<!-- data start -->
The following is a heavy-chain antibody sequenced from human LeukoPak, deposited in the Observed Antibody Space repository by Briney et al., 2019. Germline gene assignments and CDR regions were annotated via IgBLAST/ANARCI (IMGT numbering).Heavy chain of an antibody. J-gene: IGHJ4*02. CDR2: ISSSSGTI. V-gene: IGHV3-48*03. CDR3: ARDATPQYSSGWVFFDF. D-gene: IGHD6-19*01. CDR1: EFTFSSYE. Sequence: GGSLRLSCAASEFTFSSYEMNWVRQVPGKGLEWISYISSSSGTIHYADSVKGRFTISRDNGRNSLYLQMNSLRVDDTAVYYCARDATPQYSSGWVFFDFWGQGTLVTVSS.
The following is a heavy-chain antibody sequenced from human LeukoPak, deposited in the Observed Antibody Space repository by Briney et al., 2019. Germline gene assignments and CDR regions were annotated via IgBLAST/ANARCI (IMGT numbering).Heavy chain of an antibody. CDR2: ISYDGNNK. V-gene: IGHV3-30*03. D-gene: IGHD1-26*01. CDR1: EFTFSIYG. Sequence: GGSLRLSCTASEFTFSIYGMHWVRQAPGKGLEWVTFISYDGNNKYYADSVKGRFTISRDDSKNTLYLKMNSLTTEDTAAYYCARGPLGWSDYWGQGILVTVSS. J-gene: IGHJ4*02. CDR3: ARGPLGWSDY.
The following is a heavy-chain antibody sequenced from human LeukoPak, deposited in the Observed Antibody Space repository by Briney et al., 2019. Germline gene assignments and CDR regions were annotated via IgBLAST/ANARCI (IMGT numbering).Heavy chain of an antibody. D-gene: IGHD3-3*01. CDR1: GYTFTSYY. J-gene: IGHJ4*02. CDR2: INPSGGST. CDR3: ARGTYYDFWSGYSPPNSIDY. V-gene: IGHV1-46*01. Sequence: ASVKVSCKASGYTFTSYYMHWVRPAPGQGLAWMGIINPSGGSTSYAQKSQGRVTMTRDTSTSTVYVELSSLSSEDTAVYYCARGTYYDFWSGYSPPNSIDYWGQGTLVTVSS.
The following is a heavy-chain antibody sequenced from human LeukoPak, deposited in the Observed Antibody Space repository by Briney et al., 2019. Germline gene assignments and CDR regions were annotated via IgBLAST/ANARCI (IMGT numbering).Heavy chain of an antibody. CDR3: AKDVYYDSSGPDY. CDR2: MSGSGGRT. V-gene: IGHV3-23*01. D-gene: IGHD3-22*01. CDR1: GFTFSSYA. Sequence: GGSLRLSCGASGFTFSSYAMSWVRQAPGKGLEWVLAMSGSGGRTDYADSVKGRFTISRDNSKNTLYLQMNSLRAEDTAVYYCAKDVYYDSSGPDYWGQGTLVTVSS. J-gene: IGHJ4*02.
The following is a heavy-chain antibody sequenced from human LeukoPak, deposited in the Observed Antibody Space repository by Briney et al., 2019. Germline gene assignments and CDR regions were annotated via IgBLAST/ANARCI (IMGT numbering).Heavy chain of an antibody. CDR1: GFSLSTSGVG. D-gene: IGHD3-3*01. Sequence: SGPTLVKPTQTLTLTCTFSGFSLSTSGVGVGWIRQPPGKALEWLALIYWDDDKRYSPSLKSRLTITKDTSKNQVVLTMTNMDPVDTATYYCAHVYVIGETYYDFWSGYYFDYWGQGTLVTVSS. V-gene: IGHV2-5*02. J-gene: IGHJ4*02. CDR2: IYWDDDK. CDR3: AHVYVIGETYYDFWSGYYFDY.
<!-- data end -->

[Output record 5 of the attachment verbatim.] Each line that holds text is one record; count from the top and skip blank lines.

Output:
The following is a heavy-chain antibody sequenced from human LeukoPak, deposited in the Observed Antibody Space repository by Briney et al., 2019. Germline gene assignments and CDR regions were annotated via IgBLAST/ANARCI (IMGT numbering).Heavy chain of an antibody. CDR1: GFSLSTSGVG. D-gene: IGHD3-3*01. Sequence: SGPTLVKPTQTLTLTCTFSGFSLSTSGVGVGWIRQPPGKALEWLALIYWDDDKRYSPSLKSRLTITKDTSKNQVVLTMTNMDPVDTATYYCAHVYVIGETYYDFWSGYYFDYWGQGTLVTVSS. V-gene: IGHV2-5*02. J-gene: IGHJ4*02. CDR2: IYWDDDK. CDR3: AHVYVIGETYYDFWSGYYFDY.